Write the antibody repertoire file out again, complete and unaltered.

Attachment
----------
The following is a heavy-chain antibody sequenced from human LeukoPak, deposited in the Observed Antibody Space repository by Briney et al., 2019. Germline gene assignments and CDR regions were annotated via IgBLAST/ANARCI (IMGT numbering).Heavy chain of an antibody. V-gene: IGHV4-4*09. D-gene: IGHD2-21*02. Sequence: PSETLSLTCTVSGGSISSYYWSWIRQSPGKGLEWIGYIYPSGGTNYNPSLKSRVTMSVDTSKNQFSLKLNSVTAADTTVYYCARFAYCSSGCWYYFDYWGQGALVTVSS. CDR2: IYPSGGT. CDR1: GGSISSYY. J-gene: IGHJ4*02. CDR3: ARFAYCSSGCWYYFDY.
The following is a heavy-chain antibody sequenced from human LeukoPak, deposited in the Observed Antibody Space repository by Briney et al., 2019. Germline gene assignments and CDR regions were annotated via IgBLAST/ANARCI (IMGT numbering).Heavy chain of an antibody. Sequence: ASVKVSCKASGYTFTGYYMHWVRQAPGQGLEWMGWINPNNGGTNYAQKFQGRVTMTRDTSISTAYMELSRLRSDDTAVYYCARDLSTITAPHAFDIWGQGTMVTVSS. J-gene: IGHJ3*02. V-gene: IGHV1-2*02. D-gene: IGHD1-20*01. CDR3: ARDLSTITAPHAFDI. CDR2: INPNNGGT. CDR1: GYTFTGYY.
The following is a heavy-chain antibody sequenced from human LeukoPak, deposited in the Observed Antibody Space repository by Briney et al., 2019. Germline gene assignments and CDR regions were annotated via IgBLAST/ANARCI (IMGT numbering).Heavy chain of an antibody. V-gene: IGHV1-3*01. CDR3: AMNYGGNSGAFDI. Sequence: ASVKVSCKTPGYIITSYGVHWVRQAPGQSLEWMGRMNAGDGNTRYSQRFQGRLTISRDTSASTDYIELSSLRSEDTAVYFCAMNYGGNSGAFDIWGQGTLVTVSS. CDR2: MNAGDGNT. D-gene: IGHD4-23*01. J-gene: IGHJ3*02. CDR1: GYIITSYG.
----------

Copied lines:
The following is a heavy-chain antibody sequenced from human LeukoPak, deposited in the Observed Antibody Space repository by Briney et al., 2019. Germline gene assignments and CDR regions were annotated via IgBLAST/ANARCI (IMGT numbering).Heavy chain of an antibody. V-gene: IGHV4-4*09. D-gene: IGHD2-21*02. Sequence: PSETLSLTCTVSGGSISSYYWSWIRQSPGKGLEWIGYIYPSGGTNYNPSLKSRVTMSVDTSKNQFSLKLNSVTAADTTVYYCARFAYCSSGCWYYFDYWGQGALVTVSS. CDR2: IYPSGGT. CDR1: GGSISSYY. J-gene: IGHJ4*02. CDR3: ARFAYCSSGCWYYFDY.
The following is a heavy-chain antibody sequenced from human LeukoPak, deposited in the Observed Antibody Space repository by Briney et al., 2019. Germline gene assignments and CDR regions were annotated via IgBLAST/ANARCI (IMGT numbering).Heavy chain of an antibody. Sequence: ASVKVSCKASGYTFTGYYMHWVRQAPGQGLEWMGWINPNNGGTNYAQKFQGRVTMTRDTSISTAYMELSRLRSDDTAVYYCARDLSTITAPHAFDIWGQGTMVTVSS. J-gene: IGHJ3*02. V-gene: IGHV1-2*02. D-gene: IGHD1-20*01. CDR3: ARDLSTITAPHAFDI. CDR2: INPNNGGT. CDR1: GYTFTGYY.
The following is a heavy-chain antibody sequenced from human LeukoPak, deposited in the Observed Antibody Space repository by Briney et al., 2019. Germline gene assignments and CDR regions were annotated via IgBLAST/ANARCI (IMGT numbering).Heavy chain of an antibody. V-gene: IGHV1-3*01. CDR3: AMNYGGNSGAFDI. Sequence: ASVKVSCKTPGYIITSYGVHWVRQAPGQSLEWMGRMNAGDGNTRYSQRFQGRLTISRDTSASTDYIELSSLRSEDTAVYFCAMNYGGNSGAFDIWGQGTLVTVSS. CDR2: MNAGDGNT. D-gene: IGHD4-23*01. J-gene: IGHJ3*02. CDR1: GYIITSYG.